That puts the burden of ordering shots on hospitals, physician offices and pharmacies. And in some cases, the public will now be on the hook for payment.
Pfizer and Moderna have decided to charge up to $130 a shot, compared with $30 last year for the booster, which was produced under government contract.
Uninsured or underinsured Americans will have access to free shots as part of the Biden administration’s “Bridge to Access” program, which will keep a limited supply of vaccines and therapeutics on hand to distribute through state and local health departments, as well as pharmacies. But, they may not be available at pharmacies until mid-October at the earliest.
Some experts said they are worried people may fall through the cracks in the system. Just because the vaccine may be available doesn’t mean getting it to people will be easy. The uninsured may not know how to get the vaccine or even that it’s available.
“I think that there’s going to be vaccine available, but it’s not going to be what people saw before because there’s going to be more and more hoops to jump through,” said Bruce Gellin, chief of global public health strategy at the Rockefeller Foundation.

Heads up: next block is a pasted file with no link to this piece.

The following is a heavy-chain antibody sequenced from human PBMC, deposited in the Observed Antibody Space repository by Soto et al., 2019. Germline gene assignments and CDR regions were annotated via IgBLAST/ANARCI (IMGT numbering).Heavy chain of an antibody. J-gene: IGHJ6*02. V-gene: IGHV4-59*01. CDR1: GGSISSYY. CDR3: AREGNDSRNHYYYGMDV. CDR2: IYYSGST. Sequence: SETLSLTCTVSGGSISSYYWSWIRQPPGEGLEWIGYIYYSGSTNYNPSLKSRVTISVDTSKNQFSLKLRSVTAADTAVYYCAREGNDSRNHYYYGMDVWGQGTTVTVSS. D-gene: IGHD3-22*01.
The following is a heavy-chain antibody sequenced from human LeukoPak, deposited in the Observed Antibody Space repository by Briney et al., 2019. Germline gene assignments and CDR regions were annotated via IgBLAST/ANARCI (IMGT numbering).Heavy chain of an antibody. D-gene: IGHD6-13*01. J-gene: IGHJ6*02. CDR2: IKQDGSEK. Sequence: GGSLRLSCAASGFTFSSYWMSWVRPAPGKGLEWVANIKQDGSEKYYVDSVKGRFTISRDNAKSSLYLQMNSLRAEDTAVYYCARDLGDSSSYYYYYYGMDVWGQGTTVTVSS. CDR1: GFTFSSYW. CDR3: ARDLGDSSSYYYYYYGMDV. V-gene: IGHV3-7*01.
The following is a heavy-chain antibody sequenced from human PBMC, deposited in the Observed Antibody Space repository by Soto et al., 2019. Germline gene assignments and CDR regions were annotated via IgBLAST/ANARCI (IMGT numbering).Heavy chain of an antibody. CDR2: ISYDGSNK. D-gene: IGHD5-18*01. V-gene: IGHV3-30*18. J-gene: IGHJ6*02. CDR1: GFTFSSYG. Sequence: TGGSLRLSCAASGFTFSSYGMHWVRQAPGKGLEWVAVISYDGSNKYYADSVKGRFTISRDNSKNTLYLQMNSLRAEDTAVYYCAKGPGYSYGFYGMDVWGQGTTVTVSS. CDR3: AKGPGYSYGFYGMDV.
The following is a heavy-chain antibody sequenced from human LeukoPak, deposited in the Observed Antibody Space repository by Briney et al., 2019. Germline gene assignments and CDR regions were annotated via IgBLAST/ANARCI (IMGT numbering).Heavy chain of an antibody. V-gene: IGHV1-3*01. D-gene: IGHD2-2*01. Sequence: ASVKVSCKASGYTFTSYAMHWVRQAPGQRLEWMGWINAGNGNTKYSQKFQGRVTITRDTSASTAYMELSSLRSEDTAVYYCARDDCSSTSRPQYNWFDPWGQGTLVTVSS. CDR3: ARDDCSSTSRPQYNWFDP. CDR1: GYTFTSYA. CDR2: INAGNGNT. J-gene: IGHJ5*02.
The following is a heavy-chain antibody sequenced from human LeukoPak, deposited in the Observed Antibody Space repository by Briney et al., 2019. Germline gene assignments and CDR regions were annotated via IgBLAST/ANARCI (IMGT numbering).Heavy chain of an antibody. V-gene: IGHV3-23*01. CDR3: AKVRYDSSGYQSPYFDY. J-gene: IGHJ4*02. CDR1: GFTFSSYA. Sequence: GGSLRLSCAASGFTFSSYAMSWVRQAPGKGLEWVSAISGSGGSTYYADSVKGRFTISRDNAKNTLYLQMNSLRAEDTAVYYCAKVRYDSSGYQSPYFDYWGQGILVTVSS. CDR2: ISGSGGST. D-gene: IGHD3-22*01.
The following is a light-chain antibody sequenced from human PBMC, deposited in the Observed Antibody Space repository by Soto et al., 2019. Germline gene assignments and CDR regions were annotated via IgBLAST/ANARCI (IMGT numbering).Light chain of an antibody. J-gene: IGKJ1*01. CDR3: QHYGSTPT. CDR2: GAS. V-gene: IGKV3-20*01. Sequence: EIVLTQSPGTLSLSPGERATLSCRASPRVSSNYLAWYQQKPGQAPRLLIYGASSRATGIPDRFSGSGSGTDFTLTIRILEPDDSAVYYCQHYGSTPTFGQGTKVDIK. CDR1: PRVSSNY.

People who have Medicare or private insurance likely won’t face any out-of-pocket costs, unless they see a provider who is out of network. But some of that may also come down to the recommendations of the CDC’s panel of outside advisers, the Advisory Committee on Immunization Practices (ACIP), which meets Tuesday.
The CARES Act, the 2020 pandemic relief law, requires that employer-sponsored and individual health plans cover a coronavirus vaccine without cost sharing 15 days after it is recommended by ACIP.
Starting Oct. 1, all state Medicaid programs will be required to cover all ACIP-recommended adult vaccines and their administration without cost sharing.
Last year, ACIP recommended only older and at-risk populations get the omicron-specific booster, but then-CDC Director Rochelle Walensky decided instead to recommend everyone get the shots.